Is your management style getting the most out of your employees? Here are some tips to help you tread the line between firm and fair.
The concept of a workplace culture can be difficult to define – loosely, it tends to mean the group attitude, ideas and social behaviour of the people within your business. If an organisation has a late hours culture, employees may be in the habit of staying at their desks well beyond 9-5 hours as they don’t want to be seen to be the first to go home. But such a culture does not necessarily amount to a productive working environment.
An old joke sums up perfectly the problem of being unproductive at work: “You’ve never had a day off, have you?” “No.” “Why? Are you indispensable?” “No. I don’t want them to find out they can do without me.” The key for creating a productive culture is having an outcomes-focused approach to your staff. Reward people on their ability to exceed their targets, rather than the time spent at their desk. Conversely, you must be firm but fair with employees not pulling their weight, otherwise, in the long-term they will drag others down too.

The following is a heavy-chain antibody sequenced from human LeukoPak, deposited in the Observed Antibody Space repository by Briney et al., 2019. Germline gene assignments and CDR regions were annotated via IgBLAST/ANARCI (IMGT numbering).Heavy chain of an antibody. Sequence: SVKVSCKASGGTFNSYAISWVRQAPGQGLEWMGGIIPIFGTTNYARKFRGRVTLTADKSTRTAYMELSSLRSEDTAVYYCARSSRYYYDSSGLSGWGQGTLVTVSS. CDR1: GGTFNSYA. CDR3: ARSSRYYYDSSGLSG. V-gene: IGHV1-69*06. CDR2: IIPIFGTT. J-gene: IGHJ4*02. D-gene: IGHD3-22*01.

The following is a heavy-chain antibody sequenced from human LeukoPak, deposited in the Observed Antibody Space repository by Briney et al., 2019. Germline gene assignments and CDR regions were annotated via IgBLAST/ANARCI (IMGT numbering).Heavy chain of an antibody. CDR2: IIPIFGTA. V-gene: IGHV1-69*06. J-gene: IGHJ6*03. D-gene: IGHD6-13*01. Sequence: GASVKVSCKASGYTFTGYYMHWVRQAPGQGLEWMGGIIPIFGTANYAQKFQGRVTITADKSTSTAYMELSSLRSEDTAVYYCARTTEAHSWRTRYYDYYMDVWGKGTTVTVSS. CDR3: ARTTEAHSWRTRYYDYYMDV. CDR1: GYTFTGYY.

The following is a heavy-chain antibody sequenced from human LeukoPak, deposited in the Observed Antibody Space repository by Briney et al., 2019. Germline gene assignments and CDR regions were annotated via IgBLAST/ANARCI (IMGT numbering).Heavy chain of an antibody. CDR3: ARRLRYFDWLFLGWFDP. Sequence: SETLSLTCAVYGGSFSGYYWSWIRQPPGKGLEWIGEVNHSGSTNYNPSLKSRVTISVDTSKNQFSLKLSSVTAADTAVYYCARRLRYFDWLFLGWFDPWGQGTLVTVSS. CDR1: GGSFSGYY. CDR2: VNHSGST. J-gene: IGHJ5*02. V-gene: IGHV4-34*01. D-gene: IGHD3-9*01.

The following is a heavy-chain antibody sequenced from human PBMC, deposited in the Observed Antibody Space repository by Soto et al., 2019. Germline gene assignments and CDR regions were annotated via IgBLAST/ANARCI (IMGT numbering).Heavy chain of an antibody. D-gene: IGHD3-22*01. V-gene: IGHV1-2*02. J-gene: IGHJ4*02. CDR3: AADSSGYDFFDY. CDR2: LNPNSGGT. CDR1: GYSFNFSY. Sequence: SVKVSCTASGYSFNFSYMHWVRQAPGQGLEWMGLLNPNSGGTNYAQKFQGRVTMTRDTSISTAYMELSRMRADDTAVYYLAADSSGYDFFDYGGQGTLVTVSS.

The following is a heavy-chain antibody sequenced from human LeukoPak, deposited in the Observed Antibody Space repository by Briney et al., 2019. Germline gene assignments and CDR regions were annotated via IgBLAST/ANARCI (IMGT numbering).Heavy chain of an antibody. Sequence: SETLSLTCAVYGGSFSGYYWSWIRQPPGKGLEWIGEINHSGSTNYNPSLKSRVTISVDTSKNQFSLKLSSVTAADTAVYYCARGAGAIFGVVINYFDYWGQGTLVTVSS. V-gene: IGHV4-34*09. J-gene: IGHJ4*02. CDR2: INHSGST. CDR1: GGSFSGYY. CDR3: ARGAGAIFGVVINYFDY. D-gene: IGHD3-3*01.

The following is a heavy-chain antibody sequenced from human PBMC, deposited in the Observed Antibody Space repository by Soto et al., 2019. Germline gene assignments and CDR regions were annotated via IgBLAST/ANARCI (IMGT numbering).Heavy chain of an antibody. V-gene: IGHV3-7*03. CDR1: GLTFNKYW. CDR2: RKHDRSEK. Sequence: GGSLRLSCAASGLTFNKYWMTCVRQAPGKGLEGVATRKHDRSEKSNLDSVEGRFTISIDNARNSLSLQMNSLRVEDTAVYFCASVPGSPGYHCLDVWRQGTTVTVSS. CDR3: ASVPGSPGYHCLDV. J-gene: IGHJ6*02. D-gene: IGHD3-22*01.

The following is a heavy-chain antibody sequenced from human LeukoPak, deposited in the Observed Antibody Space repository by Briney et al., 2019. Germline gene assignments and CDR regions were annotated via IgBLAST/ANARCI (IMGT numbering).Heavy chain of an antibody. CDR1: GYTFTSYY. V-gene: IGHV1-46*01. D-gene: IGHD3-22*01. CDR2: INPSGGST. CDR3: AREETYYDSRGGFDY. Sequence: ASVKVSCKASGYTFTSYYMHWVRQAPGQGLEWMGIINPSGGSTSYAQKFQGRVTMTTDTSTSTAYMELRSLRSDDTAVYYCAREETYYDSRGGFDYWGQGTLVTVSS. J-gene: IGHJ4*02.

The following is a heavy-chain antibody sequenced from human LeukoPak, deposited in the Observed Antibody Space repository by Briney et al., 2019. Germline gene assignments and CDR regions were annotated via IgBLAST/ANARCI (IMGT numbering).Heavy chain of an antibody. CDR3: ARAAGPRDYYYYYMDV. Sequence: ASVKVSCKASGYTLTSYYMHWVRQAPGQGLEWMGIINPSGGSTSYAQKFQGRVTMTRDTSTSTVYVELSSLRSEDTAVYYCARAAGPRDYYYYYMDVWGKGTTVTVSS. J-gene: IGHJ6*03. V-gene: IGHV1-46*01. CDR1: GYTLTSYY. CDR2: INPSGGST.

On that point, it is important employees have a clear brief of their role. If people do not understand how their position aligns with the overall goals of the organisation, how can they be expected to play a part in moving the business forward? As a leader, it is your job to clearly communicate your “vision” so everyone has an understanding of how you can collectively achieve it. Communication is a two-way street, so ensure that you are approachable and that people are comfortable speaking to you before any major performance problems arise.
While targets are important, taking too much of a “hands-on” management approach is counter-productive. Numerous studies have found that a sense of autonomy and agency are crucial to work-based happiness – and a team of robots following orders will not create a flexible, innovative environment. Also, micromanaging every small decision is rather a waste of your time, while also creating a culture where people feel unable to use their own initiative.
It is often said that the culture of a business is a reflection of the personality of its leadership. For example, if bullying is rife in an organisation, those characteristics can often be traced back to the top. So if you want a positive, motivated, productive workforce you must lead by example and regularly demonstrate those qualities yourself.